George Washington Papers

To George Washington from Nathaniel Thompson, 20 February 1758

From Nathaniel Thompson

Fort Loudoun February the 20th—1758


I am very sorry that the Lies of Majr Baylis should give much Uneasyness to You or make You look upon Officers who are Willing to abide (in Respect of that Affair) by the severest Tryal in a disadvantageous Light. Majr Baylis has falsly aspersed our Characters—but he has not prov’d it nor can he—He has sayd it but where? in Prince William, the County in which he lives where he never expects to see one of the Persons that he has accused & where there is no one to contradict him.1 We did not imagine that You or the World would have believed him & therefore we did intend to have made ourselves easy by taking private Satisfaction. But we now think it incumbent on us to satisfy the Publick tho’ we can’t well find out the best Method. I talked with Mr Keith who saw his Advertisement & he says there is Nothing in it against the Officers that will bear an Action at Law but he says he believes he may be indicted for a Libel provided we can get one of them.2 We hear that You have one which we hope You will keep & let us have. I have wrote Baylis my Sentiments of the Matter & withal demanded a Copy of his Advertisement which I think he cannot well refuse3—for if he does the World must readily conceive that he has either advanced or affirmed a Falsity or that he is afraid to abide by the Truth. I shall be extremely obliged to You for Yr Advice in this Affair as soon as possible. Believe me, Sir, I know no Reason why he should say or even conjecture that I have behaved amiss. I believe that it will not hurt Yr Interest as a Candidate for there are too many Witnesses for it to gain Credit in this County.4 We can easyly I think acquit ourselves to Yr Satisfaction for there were Men enough by, Friends to Baylis & Strangers to us & therefore if they are prejudiced at all it must be in Favour of Baylis & I am much mistaken if those very Persons will not acquit us of any Thing to our Discredit.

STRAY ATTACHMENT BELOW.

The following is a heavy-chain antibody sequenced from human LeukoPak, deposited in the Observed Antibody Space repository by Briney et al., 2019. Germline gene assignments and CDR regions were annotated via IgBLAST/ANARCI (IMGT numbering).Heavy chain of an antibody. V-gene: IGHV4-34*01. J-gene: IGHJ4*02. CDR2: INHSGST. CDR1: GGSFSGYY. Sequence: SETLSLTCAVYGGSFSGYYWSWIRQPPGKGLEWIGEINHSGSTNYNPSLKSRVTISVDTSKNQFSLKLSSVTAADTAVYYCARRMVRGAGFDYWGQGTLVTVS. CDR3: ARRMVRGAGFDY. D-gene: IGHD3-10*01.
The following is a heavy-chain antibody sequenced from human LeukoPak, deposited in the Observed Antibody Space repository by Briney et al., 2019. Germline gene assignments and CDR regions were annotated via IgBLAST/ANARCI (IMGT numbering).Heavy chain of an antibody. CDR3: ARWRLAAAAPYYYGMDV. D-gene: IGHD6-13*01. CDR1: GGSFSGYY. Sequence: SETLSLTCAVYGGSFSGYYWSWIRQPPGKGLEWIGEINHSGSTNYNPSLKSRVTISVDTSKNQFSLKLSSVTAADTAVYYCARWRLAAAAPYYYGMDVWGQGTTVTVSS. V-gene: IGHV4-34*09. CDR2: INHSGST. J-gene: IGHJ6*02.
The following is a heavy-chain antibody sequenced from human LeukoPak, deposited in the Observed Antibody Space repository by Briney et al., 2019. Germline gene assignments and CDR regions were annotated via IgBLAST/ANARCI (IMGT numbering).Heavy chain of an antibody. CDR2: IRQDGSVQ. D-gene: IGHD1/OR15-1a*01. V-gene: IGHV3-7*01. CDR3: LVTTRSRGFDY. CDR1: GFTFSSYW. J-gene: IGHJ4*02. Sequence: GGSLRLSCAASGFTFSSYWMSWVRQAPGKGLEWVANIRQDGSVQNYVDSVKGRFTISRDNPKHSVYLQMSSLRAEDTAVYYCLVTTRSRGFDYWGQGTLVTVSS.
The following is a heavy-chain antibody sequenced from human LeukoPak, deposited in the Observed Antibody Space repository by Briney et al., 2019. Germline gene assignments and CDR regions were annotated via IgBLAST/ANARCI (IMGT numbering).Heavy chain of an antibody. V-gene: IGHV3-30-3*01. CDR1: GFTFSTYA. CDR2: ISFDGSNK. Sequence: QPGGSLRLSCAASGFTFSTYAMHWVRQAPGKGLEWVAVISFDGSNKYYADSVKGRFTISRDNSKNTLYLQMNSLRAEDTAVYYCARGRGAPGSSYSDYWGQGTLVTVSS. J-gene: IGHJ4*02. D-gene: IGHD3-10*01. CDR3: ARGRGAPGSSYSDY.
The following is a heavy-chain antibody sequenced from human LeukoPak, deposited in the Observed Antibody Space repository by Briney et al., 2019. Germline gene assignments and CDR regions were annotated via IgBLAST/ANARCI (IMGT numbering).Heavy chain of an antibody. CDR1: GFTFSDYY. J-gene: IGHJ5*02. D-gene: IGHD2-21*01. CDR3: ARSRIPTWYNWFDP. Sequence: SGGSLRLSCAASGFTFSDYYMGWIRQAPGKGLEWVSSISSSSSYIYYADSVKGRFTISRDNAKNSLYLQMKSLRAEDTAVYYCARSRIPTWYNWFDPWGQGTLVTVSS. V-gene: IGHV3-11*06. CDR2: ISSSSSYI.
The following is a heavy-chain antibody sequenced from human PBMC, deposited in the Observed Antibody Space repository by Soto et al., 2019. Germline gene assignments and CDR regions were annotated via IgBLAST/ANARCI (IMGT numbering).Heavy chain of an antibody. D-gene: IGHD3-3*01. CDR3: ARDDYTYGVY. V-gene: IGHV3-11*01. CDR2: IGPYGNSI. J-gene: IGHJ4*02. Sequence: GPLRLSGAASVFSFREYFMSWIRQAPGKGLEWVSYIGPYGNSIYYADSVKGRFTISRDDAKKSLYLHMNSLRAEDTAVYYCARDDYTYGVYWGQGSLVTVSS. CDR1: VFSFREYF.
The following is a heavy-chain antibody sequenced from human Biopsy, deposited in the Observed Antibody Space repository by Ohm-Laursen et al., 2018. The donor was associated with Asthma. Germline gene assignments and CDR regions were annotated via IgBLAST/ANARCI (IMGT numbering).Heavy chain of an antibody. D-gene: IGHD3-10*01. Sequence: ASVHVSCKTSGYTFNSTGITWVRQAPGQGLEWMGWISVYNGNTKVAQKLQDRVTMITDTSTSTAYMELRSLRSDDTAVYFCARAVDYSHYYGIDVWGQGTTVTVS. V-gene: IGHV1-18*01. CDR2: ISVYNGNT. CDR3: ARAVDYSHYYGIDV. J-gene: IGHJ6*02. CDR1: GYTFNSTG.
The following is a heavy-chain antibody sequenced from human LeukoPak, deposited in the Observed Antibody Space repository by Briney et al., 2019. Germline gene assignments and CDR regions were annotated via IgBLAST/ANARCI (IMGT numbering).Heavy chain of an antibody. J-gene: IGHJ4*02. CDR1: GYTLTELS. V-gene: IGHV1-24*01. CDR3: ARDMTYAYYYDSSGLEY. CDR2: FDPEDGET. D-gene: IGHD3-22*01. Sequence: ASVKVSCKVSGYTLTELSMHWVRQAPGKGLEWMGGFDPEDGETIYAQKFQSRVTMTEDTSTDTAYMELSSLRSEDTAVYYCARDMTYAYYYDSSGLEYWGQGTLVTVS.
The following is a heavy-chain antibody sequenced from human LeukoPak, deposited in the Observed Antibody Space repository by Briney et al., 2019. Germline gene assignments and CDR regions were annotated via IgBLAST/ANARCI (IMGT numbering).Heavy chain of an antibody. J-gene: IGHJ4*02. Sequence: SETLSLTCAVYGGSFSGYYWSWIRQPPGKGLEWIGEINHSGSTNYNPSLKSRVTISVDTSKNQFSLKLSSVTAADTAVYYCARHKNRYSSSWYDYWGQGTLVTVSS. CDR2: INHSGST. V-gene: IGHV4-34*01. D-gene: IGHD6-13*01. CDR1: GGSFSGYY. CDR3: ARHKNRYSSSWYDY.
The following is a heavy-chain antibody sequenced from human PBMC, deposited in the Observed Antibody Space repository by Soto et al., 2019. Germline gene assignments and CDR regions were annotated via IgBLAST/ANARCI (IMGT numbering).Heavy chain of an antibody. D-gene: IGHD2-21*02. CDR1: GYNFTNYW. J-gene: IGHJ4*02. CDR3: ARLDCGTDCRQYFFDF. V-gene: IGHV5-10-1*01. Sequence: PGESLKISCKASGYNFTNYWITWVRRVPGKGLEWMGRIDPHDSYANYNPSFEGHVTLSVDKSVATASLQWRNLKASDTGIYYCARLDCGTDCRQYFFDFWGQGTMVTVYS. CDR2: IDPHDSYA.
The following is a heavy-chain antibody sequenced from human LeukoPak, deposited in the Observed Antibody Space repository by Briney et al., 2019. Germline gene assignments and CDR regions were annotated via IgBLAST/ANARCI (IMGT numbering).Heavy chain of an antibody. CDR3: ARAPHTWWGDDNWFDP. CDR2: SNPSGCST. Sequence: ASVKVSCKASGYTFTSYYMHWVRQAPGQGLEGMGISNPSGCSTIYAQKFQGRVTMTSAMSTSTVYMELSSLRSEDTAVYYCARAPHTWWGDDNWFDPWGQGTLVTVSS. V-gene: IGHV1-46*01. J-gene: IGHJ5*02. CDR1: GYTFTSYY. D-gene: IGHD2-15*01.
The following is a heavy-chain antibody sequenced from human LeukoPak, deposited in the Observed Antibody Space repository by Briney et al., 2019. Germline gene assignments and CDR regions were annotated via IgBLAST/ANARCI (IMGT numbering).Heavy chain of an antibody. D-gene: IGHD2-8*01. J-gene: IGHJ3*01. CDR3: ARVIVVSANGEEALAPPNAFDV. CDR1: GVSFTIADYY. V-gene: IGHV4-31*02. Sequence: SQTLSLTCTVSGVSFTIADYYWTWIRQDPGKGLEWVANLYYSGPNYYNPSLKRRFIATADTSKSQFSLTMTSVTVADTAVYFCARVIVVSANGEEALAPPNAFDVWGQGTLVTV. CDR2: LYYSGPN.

I am very sorry to hear that Yr Indisposi[ti]on continues—I am, my dear Colonel, Yr sincere Friend & very hue Sert

Nathl Thompson


2This may be James Keith (1734–1824) who became clerk of the Frederick County court in 1762 and after the Revolution practiced law in Alexandria.

3Thompson’s letter has not been found. Baylis enclosed a copy of his Advertisement in his letter to GW of 30 January.

4For a discussion of GW’s early decision to stand for a seat in the House of Burgesses from Frederick County, see Robert Stewart to GW, 24 Nov. 1757, n.10.

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